The EGA indicated that the EQ-5D-5L has a two-dimensional structure. The first dimension, comprising items “Mobility”, “Self-care” and “Usual activities”, was named the “Physiological” dimension. The second dimension, comprising the items, “Anxiety/Depression” and “Pain”, was named the “Psychological” dimension. The network representation of the EQ-5D-5L is displayed in Fig. 1.

Fig. 1
figure1

Note: Nodes represent items and edges represent partial correlation coefficients. The orange nodes indicate the EGA identified “Physiological” dimension, while the blue nodes indicate the EGA identified “Psychological” dimension. Positive edges are plotted as blue lines and negative edges are plotted as red lines. The thickness and saturation of edges indicate the strength of the regularised partial correlations

Network of the EQ-5D-5L.

The network edges (i.e. regularised partial correlations between items) are displayed in Table 2.

Table 2 Network edges of the EQ-5D-5L

The application of EGA to 2500 bootstrap samples showed that 2 dimensions were identified in 91.6% of the bootstrap samples, while 1 dimension was identified in 2.4% of the bootstrap samples and 5 dimensions were identified in 6.0% of the bootstrap samples. These results indicate that the 2-dimensional structure identified was stable across the bootstrap samples; that is, it is unlikely that the identification of the 2-dimensional structure by EGA was merely a consequence of sampling variation.

Model fit

After the 2-dimensional structure was identified by EGA in the test sample, we compared it with the 1-dimensional structure in the validation sample to investigate which structure received more support from the data. Table 3 shows that the fit of the 1-dimensional structure was mixed since RMSEA (> 0.07) had unacceptable values. On the other hand, the fit of the 2-dimensional structure was excellent since both CFI (> 0.96) and RMSEA (< 0.07) achieved desirable values.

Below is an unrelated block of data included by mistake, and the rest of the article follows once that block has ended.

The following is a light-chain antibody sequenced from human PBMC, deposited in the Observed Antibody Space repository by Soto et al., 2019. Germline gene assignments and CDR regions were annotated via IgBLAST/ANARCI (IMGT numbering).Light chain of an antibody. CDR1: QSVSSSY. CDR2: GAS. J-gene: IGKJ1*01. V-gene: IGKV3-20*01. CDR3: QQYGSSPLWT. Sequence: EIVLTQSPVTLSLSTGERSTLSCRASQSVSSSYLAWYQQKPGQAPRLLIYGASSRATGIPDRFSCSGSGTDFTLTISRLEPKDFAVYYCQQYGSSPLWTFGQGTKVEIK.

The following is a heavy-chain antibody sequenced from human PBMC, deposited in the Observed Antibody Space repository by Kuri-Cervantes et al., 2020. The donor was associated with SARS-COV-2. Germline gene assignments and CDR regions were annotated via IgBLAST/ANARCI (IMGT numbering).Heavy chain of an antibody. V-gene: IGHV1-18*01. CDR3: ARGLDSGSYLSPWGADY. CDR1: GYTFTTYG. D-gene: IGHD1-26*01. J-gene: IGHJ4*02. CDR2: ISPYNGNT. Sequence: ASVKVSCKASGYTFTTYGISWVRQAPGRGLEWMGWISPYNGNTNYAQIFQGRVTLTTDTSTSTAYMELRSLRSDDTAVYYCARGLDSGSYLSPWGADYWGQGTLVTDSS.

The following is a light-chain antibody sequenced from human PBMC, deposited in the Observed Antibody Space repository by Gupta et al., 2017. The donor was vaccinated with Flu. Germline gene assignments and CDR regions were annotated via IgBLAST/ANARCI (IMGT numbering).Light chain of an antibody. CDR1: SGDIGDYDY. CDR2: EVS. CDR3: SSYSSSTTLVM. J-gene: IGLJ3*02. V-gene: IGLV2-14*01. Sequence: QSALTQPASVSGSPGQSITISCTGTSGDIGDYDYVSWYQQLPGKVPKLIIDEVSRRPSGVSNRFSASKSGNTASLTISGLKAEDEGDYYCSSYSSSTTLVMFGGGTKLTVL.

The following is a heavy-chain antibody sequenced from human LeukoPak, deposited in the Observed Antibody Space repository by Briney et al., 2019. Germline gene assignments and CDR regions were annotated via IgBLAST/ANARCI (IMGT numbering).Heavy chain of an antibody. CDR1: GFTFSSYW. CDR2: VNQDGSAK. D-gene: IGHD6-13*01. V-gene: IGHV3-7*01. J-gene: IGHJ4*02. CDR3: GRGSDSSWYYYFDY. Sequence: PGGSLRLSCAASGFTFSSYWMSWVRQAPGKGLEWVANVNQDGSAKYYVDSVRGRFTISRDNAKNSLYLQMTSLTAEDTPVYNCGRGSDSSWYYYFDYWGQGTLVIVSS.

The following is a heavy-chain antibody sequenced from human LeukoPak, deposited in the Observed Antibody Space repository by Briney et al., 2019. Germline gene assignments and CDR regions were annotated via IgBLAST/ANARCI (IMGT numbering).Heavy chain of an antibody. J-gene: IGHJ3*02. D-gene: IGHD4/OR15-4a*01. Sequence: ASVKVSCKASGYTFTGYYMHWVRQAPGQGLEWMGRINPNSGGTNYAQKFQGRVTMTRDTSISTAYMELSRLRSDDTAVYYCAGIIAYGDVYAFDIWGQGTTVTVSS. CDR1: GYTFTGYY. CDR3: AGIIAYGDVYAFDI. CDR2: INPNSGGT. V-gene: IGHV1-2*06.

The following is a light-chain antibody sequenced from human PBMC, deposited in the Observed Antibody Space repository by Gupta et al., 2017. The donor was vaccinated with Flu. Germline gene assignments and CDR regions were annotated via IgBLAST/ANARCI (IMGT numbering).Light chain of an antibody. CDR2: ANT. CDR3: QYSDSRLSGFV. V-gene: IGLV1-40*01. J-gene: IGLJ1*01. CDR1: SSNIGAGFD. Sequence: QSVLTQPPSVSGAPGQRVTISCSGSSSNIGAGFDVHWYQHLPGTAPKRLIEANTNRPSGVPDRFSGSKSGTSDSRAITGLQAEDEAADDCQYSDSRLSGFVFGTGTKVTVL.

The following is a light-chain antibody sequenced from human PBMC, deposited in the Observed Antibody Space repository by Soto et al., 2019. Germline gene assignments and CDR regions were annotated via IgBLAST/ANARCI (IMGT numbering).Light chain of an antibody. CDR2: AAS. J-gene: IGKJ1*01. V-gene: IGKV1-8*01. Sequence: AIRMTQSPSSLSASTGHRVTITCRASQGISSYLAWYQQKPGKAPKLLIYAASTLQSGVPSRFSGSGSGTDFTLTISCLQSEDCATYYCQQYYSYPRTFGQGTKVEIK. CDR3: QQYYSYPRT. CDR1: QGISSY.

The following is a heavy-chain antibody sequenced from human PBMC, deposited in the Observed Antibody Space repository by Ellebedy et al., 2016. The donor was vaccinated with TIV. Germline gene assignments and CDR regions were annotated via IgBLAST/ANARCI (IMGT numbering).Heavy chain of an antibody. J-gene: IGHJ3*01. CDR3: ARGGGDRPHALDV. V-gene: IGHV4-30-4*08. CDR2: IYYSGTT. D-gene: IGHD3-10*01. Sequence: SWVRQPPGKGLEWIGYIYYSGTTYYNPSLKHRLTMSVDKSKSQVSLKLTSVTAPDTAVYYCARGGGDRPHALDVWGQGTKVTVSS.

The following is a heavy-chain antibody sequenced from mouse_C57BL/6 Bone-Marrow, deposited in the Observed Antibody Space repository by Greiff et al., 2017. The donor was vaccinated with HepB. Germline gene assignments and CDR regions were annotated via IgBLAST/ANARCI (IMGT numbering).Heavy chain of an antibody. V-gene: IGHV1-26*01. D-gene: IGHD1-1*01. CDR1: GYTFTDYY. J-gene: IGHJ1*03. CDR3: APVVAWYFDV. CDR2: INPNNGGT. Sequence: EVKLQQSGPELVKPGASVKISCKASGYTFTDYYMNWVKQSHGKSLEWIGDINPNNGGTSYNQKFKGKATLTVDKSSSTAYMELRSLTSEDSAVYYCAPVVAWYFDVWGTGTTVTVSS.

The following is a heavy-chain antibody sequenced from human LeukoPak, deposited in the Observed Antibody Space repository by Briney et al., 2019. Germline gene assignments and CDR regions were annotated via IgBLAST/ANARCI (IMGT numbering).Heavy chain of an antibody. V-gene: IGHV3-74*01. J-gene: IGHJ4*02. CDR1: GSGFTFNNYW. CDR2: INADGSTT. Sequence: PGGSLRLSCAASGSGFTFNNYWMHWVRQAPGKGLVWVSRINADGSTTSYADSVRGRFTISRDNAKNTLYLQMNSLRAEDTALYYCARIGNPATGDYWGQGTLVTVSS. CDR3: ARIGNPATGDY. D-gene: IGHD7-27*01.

Table 3 Model fit comparison of the 1-dimensional structure and the 2-dimensional structure identified by EGA

The CITCs between the items “Mobility” (CITC = 0.87—95% CI [0.84, 0.90]), “Self-care” (CITC = 0.53—95% CI [0.47, 0.59]) and “Usual activities” (CITC = 0.81—95% CI [0.77, 0.85]) with the “Physiological” subscale were moderate to strong. The CITCs between the items “Anxiety/Depression” (CITC = 0.77—95% CI [0.74, 0.80]) and “Pain/Discomfort” (CITC = 0.71—95% CI [0.68, 0.75]) with the “Psychological” subscale were strong. In both cases, the CITCs of all items were above suggested cut-off values (> 0.30) indicating that the “Physiological” and “Psychological” subscales are constituted by a cohesive set of items. Reliability of the Physiological scale was good (Ωc = 0.84—95% CI [0.79, 0.89]), while reliability of the Psychological subscale was adequate (Ωc = 0.70—95% CI [0.63, 0.74]).

Item analysis

The Likelihood Ratio test (LRT) indicated that Partial Credit model was a significantly better fit to the data compared to the Rating Scale model for the Physiological subscale (χ2 (6) = 13.52, p = 0.03) but there was no significant difference between the fit of both models to the Psychological subscale (χ2 (3) = 1.42, p = 0.70). While there was no significant difference in the fit of the Partial Credit model and the Rating Scale model to the Psychological subscale, the Rating Scale model was not appropriate for the Physiological subscale. Hence, to avoid employing different measurement models with distinct assumptions about the item response process for the two EQ-5D-5L subscales (i.e. Rating Scale model for Psychological subscale and Partial Credit model for the Physiological subscale), the EQ-5D-5L item responses were evaluated with the measurement model that was adequate for both subscales, the Partial Credit model.